Technology policy

There are several approaches to defining the substance and scope of technology policy.

According to the American scientist and policy advisor Lewis M. Branscomb, technology policy concerns the "public means for nurturing those capabilities and optimizing their applications in the service of national goals and interests".[1] Branscomb defines technology in this context as "the aggregation of capabilities, facilities, skills, knowledge, and organization required to successfully create a useful service or product".[1]

Other scholars differentiate between technology policy and science policy, suggesting that the former is about "the support, enhancement and development of technology", while the latter focuses on "the development of science and the training of scientists".[2] Rigas Arvanitis, at the Institut de Recherche pour le développement (IRD) in France, suggests that "science and technology policy covers all the public sector measures designed for the creation, funding, support and mobilisation of scientific and technological resources".[3]

Technology policy is a form of 'active industrial policy', and effectively argues, based on the empirical facts of technological development as observed across various societies, industries and time periods, that markets rarely decide industrial fortunes in and of their own and state-intervention or support is required to overcome standard cases of market-failure (which may include, for example, under-funding of Research & Development in highly competitive markets).[4]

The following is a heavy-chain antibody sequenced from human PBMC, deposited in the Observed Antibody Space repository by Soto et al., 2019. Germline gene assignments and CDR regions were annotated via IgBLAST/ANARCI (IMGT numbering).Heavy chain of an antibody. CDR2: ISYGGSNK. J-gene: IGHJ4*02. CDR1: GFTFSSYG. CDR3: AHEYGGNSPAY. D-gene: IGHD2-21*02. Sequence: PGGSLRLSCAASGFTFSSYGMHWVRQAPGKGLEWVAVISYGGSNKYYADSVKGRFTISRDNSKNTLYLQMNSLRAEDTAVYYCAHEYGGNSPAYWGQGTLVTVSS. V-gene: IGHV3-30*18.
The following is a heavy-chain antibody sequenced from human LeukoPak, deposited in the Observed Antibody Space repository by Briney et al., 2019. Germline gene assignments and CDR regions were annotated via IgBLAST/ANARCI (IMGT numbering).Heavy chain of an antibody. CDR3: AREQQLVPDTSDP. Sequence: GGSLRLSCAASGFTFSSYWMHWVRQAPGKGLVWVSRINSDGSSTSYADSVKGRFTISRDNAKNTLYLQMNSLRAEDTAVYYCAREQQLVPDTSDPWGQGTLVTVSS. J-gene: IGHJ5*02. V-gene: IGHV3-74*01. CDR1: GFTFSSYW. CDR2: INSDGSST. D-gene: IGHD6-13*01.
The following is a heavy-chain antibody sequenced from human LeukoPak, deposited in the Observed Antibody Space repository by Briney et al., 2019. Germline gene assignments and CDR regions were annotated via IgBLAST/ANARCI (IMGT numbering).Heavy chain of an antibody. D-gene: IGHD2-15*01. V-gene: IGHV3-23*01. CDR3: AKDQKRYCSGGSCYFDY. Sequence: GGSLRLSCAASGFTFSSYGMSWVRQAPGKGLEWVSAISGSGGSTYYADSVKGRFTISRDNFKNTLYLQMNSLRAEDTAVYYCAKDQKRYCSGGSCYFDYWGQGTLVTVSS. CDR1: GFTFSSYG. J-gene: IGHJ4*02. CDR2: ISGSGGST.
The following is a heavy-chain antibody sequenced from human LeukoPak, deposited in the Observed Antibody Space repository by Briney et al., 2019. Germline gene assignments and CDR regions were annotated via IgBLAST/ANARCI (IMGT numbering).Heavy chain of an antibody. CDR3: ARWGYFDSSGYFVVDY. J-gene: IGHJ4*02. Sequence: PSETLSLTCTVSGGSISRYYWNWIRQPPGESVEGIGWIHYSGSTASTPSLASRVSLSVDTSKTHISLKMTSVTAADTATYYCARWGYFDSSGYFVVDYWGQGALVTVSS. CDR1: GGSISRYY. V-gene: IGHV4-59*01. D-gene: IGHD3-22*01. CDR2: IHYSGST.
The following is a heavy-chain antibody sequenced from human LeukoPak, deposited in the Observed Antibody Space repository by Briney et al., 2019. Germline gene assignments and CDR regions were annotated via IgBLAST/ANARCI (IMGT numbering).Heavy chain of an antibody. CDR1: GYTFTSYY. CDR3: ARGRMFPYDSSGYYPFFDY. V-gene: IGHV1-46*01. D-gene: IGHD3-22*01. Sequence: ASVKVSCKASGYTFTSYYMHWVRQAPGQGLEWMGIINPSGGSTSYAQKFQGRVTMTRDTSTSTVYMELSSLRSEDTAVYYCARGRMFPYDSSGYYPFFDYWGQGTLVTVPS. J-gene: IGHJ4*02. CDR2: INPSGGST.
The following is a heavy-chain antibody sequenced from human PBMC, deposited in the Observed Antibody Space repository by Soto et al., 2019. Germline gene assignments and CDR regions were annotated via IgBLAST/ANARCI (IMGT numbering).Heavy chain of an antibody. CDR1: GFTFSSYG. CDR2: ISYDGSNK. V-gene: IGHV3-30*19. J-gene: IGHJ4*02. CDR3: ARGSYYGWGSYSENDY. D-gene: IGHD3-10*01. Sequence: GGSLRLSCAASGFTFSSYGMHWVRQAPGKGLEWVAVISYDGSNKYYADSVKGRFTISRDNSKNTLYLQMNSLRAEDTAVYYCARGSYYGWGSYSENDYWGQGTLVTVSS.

Technology policy may be more broadly defined. Michael G. Pollitt offers a multidisciplinary approach with social science and humanities perspective on "Good" policy.[5]

Technological determinism[edit]

Technological determinism presumes that a society's technology drives the development of its social structure and cultural values.[6] The term is believed to have been coined by Thorstein Veblen (1857–1929), an American sociologist and economist. The most radical technological determinist in the United States in the 20th century was most likely Clarence Ayres who was a follower of Thorstein Veblen and John Dewey. William Ogburn was also known for his radical technological determinism.

Viewed through the lens of Science policy, public policy can directly affect the funding of capital equipment, intellectual infrastructure for industrial research, by providing tax incentives, direct funding or indirect support to those organizations who fund, and conduct, research. Vannevar Bush, director of the office of scientific research and development for the U.S. government in July 1945, wrote "Science is a proper concern of government"[7] Vannevar Bush directed the forerunner of the National Science Foundation, and his writings directly inspired researchers to invent the hyperlink and the computer mouse. The DARPA initiative to support computing was the impetus for the Internet Protocol stack. In the same way that scientific consortiums like CERN for high-energy physics have a commitment to public knowledge, access to this public knowledge in physics led directly to CERN's sponsorship of development of the World Wide Web and standard Internet access for all.